The Williamson County Commissioners Court met April 5 to act on a variety of items, including proclaiming April National Child Abuse Awareness and Prevention Month; issuing an outdoor burn ban; and approving additional polling locations for the upcoming May 7 election.

Commissioners also took approved contracts related to the future expansion of the Juvenile Justice Center and ongoing repairs to the Southwest Regional Park splash pad.

Child abuse awareness and prevention

In an effort to raise awareness about child abuse and neglect, Williamson County commissioners voted to proclaim April as National Child Abuse Awareness and Prevention Month, an action the court takes every year.

As part of the proclamation, commissioners recognized the Williamson County Children’s Advocacy Center, a nonprofit organization that provides a variety of services for children who have experienced physical or sexual abuse, or witnessed domestic abuse or violent crime.

In 2021, the WCCAC reviewed 4,891 reports of alleged child abuse and conduced 816 forensic interviews, according to the proclamation, which was read by Precinct 1 Commissioner Terry Cook.

The WCCAC recently broke ground on a 15,000-square-foot expansion to its facility and is in the middle of a capital campaign to raise money to furnish, equip and staff the new facility.

“It’s really horrible that we are even having to have this discussion about children ... that we’re supposed to be here to protect,” Precinct 3 Commissioner Valerie Covey said. “Our world has gotten crazy that we are having to expand your building, but we are, and I appreciate everything that y’all do on a daily basis.”

Burn ban

Williamson County commissioners unanimously instated an official burn ban prohibiting outdoor burning in all unincorporated areas of Williamson County as well as smoking in county parks, preserves and trails.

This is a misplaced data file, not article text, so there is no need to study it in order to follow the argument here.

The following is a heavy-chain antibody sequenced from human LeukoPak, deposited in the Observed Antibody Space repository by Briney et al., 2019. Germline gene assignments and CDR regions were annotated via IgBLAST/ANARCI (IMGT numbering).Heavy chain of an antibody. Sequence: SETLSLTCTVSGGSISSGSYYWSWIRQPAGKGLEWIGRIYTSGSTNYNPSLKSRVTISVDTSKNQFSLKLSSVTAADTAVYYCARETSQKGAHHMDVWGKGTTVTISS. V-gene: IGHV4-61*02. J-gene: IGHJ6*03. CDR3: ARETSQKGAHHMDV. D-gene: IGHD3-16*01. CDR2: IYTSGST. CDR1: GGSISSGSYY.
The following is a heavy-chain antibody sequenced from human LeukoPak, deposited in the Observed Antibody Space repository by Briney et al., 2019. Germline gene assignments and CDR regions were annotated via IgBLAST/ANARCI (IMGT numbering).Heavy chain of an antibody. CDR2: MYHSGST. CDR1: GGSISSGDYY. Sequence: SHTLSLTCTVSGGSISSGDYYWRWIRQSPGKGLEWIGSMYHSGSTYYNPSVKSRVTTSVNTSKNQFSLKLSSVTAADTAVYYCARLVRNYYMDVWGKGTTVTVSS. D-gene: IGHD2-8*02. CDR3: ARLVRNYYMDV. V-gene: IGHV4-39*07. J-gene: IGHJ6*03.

The burn ban will be in place for 90 days, but can be lifted by County Judge Bill Gravell if wildfire conditions improve. This action by commissioners court supersedes and replaces the disaster declaration commissioners court extended April 1.

A person who knowingly or intentionally violates the order commits a Class C misdemeanor, punishable by a fine up to $500.

Juvenile Justice Center expansion

The court unanimously approved a $393,400 design and construction administration contract with BLGY, Inc. for an addition to the Juvenile Justice Center at 200 Wilco Way, Georgetown.

According to the agreement, design work for the expansion will be completed within two years. The 69,000-square-foot expansion—which is expected to cost $28 million to build—will house education space, specialized housing, visitation and recreation facilities, according to county documents.

Gravell noted that BLGY, Inc. is also working on the expansion at the WCCAC.

May 7 election polling locations

Commissioners added two early voting locations and one election day location to its previously approved list of May 7 polling places.

Elections Administrator Chris Davis said the two new early voting locations will be part-time and offer voting only on April 29-30 and May 2-3.

Registered voters in the county are able to vote at any election location.

The new locations are listed below.

  • Florence City Hall, 851 RM 970, Florence: early voting only, April 29-30 and May 2-3

  • Taylor City Hall, 400 Porter St., Taylor: early voting only, April 29-30 and May 2-3

  • Pat Bryson Municipal Hall, 201 N. Brushy St., Leander: election day, May 7

Southwest Regional Park splash pad

As part of the consent agenda, a group of items voted on together, commissioners approved allocating an additional $23,200 toward repairs to the splash pad at the Southwest Regional Park, located at 3005 CR 175, Leander.

According to county documents, contractors on-site discovered the stonework and boulders in the waterfall area were unstable, with visual signs of cracks and movement.

During their March 22 meeting, commissioners previously approved a $15,652.50 contract with Perez Construction LLC to repair damage caused to the splash pad by the removal of a slide. The need for the additional repairs, which the county says are urgent in order to protect public safety, were discovered as contractors worked.